The Albemarle County Board of Supervisors has pledged financial support for 96 apartments that must be rented to low-income families.
Supervisors endorsed a performance agreement Wednesday between the county, the Albemarle Economic Development Authority and a subsidiary of Pinnacle Construction for a project called Brookdale that will be financed by bonds and tax credits.
“Financing for the project has been obtained through the issuance of $11 million in tax-exempt bonds through the county’s economic development authority, as well as low-income housing tax credits,” said Ron White, the county’s chief of housing. “This financing requires that there be rent restrictions and income restrictions on the property.”
The terms of the agreement require the units to be occupied by families whose annual income is less than 60 percent of the annual area median income (AMI). That figure is currently $76,600 a year.
“The reality is that the income is only one part of it,” White said. “Household size has to be taken into consideration, and income from all sources has to be included.”
The restriction would be in place for a period of 30 years.
William Park, president of Pinnacle Construction, has worked on other projects that utilize Virginia Housing Development Authority and U.S. Department of Housing and Urban Development programs to finance apartment complexes.
“We have to find these programs and get them to work together, and that’s not easy sometimes,” Park said. “Affordable housing means a lot of things to a lot of people.”
One of those projects is Treesdale Park, which uses tax credits to help subsidize 88 units on Rio Road East for those making less than 60 percent of the annual median income.
The county agreed to support the project with a roughly $71,000 annual payment for the next 15 years, a figure that would be phased out over an additional five years.
“The requested financial assistance to support this development is an annual amount equal to the amount of taxes paid on the increased valued associated with the development,” White said. “It comes out to about $530 per year per unit.”
White said a similar request was made in 2000 for the construction of the Wood’s Edge senior living facility near Charlottesville Fashion Square mall.
The performance agreement does not absolve Pinnacle from paying county property taxes.
“At the end of the year, we’re going to get our tax bill and we’re going to pay our taxes,” Park said. “If we’ve done everything we said we were going to do, which means 100 percent of the units are at less than 60 percent of the AMI, then that’s an incentive that comes back to us.”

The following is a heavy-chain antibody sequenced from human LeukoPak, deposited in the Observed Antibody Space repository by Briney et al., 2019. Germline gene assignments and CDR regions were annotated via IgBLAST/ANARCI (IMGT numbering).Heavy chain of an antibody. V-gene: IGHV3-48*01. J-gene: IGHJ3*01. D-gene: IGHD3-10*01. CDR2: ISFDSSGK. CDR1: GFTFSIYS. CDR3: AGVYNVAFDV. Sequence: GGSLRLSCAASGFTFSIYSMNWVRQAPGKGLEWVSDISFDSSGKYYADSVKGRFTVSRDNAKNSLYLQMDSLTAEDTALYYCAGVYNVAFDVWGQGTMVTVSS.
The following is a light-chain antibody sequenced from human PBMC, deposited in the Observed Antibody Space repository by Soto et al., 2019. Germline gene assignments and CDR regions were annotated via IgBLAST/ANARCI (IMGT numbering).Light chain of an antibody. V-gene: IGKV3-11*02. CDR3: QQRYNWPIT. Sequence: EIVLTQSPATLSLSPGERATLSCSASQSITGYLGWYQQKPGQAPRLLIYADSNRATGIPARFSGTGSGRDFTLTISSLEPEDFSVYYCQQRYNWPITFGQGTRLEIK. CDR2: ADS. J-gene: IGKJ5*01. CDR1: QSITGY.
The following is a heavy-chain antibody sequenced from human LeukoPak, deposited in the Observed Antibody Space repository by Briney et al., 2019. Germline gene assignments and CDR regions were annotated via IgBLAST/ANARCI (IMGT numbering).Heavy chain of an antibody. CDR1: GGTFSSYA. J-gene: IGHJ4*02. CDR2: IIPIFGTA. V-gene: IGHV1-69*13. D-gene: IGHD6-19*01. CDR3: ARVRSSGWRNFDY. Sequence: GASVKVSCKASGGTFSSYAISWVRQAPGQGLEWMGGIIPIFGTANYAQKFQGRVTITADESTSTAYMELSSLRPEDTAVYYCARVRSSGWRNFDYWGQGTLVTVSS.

Park said he will not ask the Albemarle County Service Authority to waive water and sewer connection fees. He estimates that will be about $650,000.
The project would be built on undeveloped land on Country Green Road in Albemarle’s southern growth area. The property’s existing zoning allows for up to 15 residential units per acre, but the project will receive a density bonus of 12 additional units.
Some supervisors had concerns that the project will not be directly served by a regular transit route. The nearest bus stop is currently about a fifth of a mile away, and there is no sidewalk to Fifth Street Extended.
Supervisor Rick Randolph suggested that the county should instead invest in Habitat for Humanity of Greater Charlottesville’s planned redevelopment of the Southwood Mobile Home Park because that is already on Charlottesville Area Transit’s Route 3.
“For affordable housing like this to be successful, transportation is a key component,” Randolph said. “We have assurance of buses being available [at Southwood], versus this location.”
However, Supervisor Ann H. Mallek pointed out the primary risk is being taken on by Pinnacle Construction and the economic development authority, and that the county’s financial support would provide more options for nearly a hundred low-income households.
“I would support getting the bus there and getting a sidewalk there pronto, but the fact that we would have 96 units available to people who are on the 60 percent AMI range is huge,” Mallek said.
“We need infrastructure in this area,” Palmer said. “There is a whole lot of building going on in this area of multi-unit apartments and affordable housing and all kinds of things. This is the perfect place for another bus stop, but that’s an expense.”
When asked if the project would result in more students in the county school system, Park said he felt the tenants will be existing residents who move to a more affordable situation.
“The majority of the people who will be living there are people who live in the area anyway,” Park said. “So more than likely you’re already providing most of these services.”
Palmer said she was initially opposed to the project but changed her mind. However, she wanted to establish a policy that governs when county resources are used for affordable housing projects.
Park said the county should remain flexible if it wants to increase its affordable housing stock.
“The more you leave it up to the nonprofit and private sector to try to put all these things together, as you forward try not to make it too prescriptive or you’re going to box yourself in where you can’t use some of these programs,” Park said.
Supervisors unanimously approved the performance agreement.